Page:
Ferrari


When an auto enthusiast is asked what automobile maker excels beyond any other, it only takes about one second before they reply with “Ferrari!” What makes Ferrari the epitome of all racing and street performance cars? It’s not a simple question. Though it may seem possible that one or two things make Ferrari automobiles envied by every auto maker, it is in fact a plethora of different aspects that make Ferrari king.
To obtain the quality and precision that Ferrari’s yield doesn’t come with some good luck. It takes many years of researching, studying and real life experience. Enzo Ferrari was well educated by his experiences in life. It all began about 101 years ago when Enzo was born on February 18, 1898, in Modena, Italy. He lived a fairly typical childhood but encountered a rather large obstacle in his teens. His father died and he was then forced to leave school and work as a turning instructor to help support his family. A short while later in life, Enzo fought in World War I, thus helping him to understand how much it helps to stay dedicated and work hard to achieve whatever is desired. After Enzo returned from the war, he managed to find himself a job as a test car driver for Costruzioni Meccaniche Nazionali; in no time racing was added to his job description.
Enzo’s racing debut came in the 1919 Parma-Berceto race, where he didn’t achieve much of a standing, but he did finish nonetheless. After racing in the Targa Florio that same year, Enzo moved to Alfa Romeo where he established an extremely beneficial relationship that took him from race car driver to sales assistant to Director of the Alfa Racing Division until November 1939.
In 1929 he founded the Scuderia Ferrari in Modena, with the prime intention of organizing racing for its members. This organization was the start of an intensive involvement in racing which eventually evolved into an official team and ultimately transformed the Scuderia into an engineering-racing division of Alfa Romeo, taking over the racing function entirely in 1933. In 1940 the Scuderia abandoned the Alfa Romeo connection and transformed itself into an independent company named “Auto Avio Costruzio Ferrari.”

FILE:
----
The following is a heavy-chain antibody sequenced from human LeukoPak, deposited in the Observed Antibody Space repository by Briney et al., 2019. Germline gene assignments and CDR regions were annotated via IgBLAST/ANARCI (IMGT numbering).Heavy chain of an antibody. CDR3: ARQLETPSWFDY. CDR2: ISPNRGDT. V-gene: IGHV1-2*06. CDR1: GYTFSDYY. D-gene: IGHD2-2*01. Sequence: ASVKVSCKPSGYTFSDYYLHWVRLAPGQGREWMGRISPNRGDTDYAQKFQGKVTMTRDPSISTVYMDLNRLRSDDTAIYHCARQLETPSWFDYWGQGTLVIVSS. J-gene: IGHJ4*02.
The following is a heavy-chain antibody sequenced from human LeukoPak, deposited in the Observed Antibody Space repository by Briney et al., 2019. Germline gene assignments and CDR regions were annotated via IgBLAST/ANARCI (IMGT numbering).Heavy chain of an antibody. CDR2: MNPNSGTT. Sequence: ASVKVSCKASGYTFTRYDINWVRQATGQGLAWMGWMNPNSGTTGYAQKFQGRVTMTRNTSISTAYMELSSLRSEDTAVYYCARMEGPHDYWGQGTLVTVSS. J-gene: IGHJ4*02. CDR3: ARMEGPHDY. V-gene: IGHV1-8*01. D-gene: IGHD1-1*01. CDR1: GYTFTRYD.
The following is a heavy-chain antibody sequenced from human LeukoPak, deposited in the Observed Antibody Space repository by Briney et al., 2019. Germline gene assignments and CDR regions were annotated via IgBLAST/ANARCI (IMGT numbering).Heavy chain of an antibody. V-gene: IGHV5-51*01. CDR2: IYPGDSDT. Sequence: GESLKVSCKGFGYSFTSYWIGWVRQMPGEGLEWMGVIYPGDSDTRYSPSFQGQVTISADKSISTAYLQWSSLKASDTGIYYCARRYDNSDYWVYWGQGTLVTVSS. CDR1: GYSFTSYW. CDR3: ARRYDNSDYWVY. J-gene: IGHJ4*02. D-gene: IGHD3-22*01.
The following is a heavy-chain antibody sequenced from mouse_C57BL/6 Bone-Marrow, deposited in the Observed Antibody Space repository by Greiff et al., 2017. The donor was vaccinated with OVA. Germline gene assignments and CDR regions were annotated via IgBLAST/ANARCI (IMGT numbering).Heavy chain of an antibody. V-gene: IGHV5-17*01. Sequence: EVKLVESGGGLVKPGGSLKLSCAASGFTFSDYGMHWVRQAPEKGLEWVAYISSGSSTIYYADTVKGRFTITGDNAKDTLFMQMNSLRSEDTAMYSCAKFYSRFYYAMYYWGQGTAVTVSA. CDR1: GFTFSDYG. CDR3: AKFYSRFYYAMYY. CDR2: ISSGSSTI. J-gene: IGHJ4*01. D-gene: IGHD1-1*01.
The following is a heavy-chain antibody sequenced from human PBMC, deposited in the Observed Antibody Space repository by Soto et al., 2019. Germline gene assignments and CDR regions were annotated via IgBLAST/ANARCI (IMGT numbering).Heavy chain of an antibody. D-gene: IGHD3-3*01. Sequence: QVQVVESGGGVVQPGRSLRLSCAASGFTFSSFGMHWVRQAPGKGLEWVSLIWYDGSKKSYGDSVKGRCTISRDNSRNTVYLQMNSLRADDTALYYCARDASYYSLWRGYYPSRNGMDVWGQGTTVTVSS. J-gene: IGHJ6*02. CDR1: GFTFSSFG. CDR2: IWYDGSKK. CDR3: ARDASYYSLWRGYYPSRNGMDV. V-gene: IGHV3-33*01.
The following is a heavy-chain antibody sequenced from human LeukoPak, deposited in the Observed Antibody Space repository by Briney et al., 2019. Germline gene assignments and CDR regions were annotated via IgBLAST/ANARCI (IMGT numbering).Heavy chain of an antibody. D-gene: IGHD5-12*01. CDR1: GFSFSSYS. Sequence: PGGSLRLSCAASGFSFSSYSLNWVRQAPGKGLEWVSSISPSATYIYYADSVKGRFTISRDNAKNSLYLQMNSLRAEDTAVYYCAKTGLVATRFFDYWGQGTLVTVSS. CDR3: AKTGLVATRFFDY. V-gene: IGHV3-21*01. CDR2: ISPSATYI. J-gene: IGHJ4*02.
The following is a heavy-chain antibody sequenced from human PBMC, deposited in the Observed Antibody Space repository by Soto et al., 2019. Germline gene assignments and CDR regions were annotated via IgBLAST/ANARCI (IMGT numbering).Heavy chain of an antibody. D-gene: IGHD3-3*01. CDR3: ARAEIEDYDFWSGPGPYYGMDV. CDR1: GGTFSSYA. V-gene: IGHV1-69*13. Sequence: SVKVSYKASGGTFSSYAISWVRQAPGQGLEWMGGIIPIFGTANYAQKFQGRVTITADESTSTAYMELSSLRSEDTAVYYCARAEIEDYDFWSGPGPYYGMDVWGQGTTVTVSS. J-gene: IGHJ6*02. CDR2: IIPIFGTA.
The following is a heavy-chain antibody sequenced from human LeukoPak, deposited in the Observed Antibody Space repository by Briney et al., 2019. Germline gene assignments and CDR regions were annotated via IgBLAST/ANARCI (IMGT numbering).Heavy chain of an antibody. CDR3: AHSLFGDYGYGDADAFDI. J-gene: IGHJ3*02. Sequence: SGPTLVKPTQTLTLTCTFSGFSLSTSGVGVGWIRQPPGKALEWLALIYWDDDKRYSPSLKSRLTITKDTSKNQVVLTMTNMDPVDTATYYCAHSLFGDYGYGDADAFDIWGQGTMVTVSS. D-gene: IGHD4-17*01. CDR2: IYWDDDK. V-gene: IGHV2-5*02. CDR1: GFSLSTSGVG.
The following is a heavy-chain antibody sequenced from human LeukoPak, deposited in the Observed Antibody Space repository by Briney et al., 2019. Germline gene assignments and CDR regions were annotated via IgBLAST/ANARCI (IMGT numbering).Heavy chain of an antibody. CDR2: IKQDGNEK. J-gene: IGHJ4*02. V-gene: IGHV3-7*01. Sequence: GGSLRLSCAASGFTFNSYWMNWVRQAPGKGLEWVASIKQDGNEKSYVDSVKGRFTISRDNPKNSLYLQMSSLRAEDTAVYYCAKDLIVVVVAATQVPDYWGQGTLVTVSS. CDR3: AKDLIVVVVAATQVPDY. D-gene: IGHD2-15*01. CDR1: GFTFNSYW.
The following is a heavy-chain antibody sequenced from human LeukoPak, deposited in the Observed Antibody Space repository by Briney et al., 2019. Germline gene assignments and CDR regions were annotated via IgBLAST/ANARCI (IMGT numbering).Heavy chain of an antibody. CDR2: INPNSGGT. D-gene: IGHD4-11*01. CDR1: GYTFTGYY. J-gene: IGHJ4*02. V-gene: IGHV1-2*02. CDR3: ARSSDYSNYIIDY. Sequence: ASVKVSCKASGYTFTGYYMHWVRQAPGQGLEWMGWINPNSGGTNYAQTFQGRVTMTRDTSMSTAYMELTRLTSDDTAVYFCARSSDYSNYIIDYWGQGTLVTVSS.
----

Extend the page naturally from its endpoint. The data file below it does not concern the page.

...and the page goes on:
In 1943, the Ferrari workshop moved from Modena, Italy to Maranello, Italy and began making powered grinding machines for ball bearings. Unfortunately the workshop was bombed out in 1944, but it was rebuilt in 1946, which was when designing and building of the very first Ferrari began. In 1963 Enzo built his Istituto Professionale per l’Industria e l’Artigianato, a training school in Maranello. In 1972 he built the Fiorano test track.
Enzo won many awards starting in 1924 when he was awarded the Cavalier for sporting merit. He went on to win an award practically four times every decade until his last, which was the De Gasperi Award in 1987. Under his leadership from 1947 to 1988, Ferrari won over 5000 races all over the world and earned 25 world titles. Enzo Ferrari died peacefully on August 14, 1988, in Modena, Italy.
Among all the publicity Enzo received, his company produced some pretty incredible innovations. Most of the innovations were created in the racing cars but later ended up in the sports cars. In order to look at all the innovations, they must be described in three different sections. The first being aerodynamics, then suspension and chassis, and finally engine.
Aerodynamics plays an incredible role in precision automobiles. Every Ferrari since 1960 has spent countless hours in the wind tunnel at Maranello, Italy to perfect it’s design. The first major accomplishment Ferrari achieved is quite possibly the most well known today. In the early days of racing, teams were having trouble maintaining the rear wheel grip to the pavement. (The rear wheels are the wheels that propel the car) At the speed the cars would travel, air would cram under the car and lessen the amount of pressure the tires could exert onto the pavement. Ferrari decided that “A fin at the rear of the car can help move the centre of pressure rearward and improve stability like the feather on an arrow.” Nowadays it is hard to find a sports car, much less a racing car, without a spoiler.
The next most significant innovation is more like a revolution.